May 19 (Bloomberg) -- The end of the Australian dollar’s longest rally in four years is starting to be seen in the options market.
Derivatives that give the buyer the option to sell the Aussie against the U.S. dollar, or puts, have made up a majority of trades for the past five weeks, reaching 66 percent after being as low as 42 percent the second week in April, according to Depositary Trust & Clearing Corp. data compiled by Bloomberg. The currency is up 8 percent from this year’s low reached Jan. 24, on pace for its fourth-straight monthly gain.
The Reserve Bank of Australia would welcome relief from a rising currency, which officials last month described as high by historical standards and a risk to exporters amid a slowdown in China, the nation’s largest trading partner. The Aussie’s gains have been driven by reserve managers snapping up government debt with the highest yields among AAA rated peers.
“The professional or hedge-fund universe still has a negative bias on the Australian dollar as a result of being closely linked to China,” Neil Azous, the founder of Stamford, Connecticut-based research firm Rareview Macro LLC, said May 15 in a phone interview. That analysis “of the options market suggests there’s a downside bias to Aussie dollar.”
Strategists have been busy trying to keep up with the Aussie’s gains, raising the median year-end forecast in a Bloomberg survey to 89 U.S. cents, from 85 in February. Futures traders are the most bullish in a year.
Australia’s dollar has gained 4.9 percent versus its U.S. counterpart this year, the third-biggest increase among 16 major currencies tracked by Bloomberg, to 93.27 U.S. cents as of 2:58 p.m. in New York.
“Reserve managers continually buy Aussie dollar because it has the highest yield for a AAA nation,” Azous said.
The nation’s two-year government bond yielded 2.67 percent, the highest after lower-rated Iceland’s 4.58 percent among 21 developed sovereign markets tracked by Bloomberg.
Among countries with the highest ratings, similar-maturity debt yielded 1.04 percent in Canada, 0.09 percent in Germany and negative 0.04 percent for Switzerland. Notes sold by the U.S., whose credit was downgraded from AAA by Standard & Poor’s in 2011, yielded 0.35 percent.
Hedge funds and other large speculators were the most bullish on Australia’s currency versus the U.S. dollar in a year as of May 13, figures from the Washington-based Commodity Futures Trading Commission show.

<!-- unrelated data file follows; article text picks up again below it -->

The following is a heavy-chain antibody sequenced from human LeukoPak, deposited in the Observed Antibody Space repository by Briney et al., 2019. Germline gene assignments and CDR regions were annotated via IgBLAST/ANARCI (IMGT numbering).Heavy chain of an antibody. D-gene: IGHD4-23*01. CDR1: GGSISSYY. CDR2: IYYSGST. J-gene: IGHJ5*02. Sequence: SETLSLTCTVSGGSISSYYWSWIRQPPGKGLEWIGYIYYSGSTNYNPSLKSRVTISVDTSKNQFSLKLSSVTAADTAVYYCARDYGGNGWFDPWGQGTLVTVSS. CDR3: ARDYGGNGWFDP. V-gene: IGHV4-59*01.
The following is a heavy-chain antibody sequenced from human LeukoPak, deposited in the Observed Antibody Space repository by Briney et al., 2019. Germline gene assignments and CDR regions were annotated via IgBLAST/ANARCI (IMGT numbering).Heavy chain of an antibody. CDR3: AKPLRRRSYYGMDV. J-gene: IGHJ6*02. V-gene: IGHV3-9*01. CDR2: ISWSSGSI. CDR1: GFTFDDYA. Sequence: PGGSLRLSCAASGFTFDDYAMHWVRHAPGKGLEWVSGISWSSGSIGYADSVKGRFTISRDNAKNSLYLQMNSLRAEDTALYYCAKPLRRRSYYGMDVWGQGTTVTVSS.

The difference in the number of wagers by hedge funds and other large speculators on an advance in the Australian dollar compared with those on a drop, net longs, totaled 17,127 contracts.
The Aussie is about even with its 93.62 level on April 15, when RBA Governor Glenn Stevens and his board said in the minutes of that month’s policy meeting that achieving “balanced growth” would be more difficult “given the rise in the exchange rate over the past few months.”
As predicted by all 33 economists surveyed by Bloomberg News, the central bank refrained from raising the overnight cash-rate target from a record-low 2.5 percent, even amid signs of a real-estate bubble. Policy makers reiterated that the most prudent course is likely to be a period of steady rates.
Property market prices have increased for six straight quarters amid low borrowing costs. The median house and apartment price in Australia’s eight biggest cities rose 10.9 percent in the first quarter from a year earlier, with Sydney’s 15.7 percent increase leading the gains, according to the Australian Bureau of Statistics.
At the same time, there are signs that China’s growth is faltering.
Manufacturing in the world’s second-biggest economy contracted for a fourth month in April, according to a private survey. Gross domestic product is forecast to expand 7.3 percent this year, compared with 10.4 percent in 2010, according to Bloomberg surveys.
In the options market, Australian dollar put trades have exceeded calls since the week ended April 19, topping out at 66 percent two weeks later, DTCC data compiled by Bloomberg show. The trades made up 62 percent of a notional A$10.1 billion in deals last week.
Traders may be betting that the central bank won’t tolerate much more Aussie strength, believing that gains to 95 U.S. cents may spur policy makers to take action to weaken the currency, according to Bank of America Corp.’s John Hopkinson.
“It’s well established that the RBA in the past has talked about the currency at these levels being overvalued by a decent amount,” Hopkinson, head of quantitative foreign-exchange research at Bank of America in New York, said May 15 by phone. “It’s natural from a value perspective that you’d want to buy puts.”
To contact the reporter on this story: John Detrixhe in New York at firstname.lastname@example.org
To contact the editors responsible for this story: Dave Liedtka at email@example.com Kenneth Pringle, Robert Burgess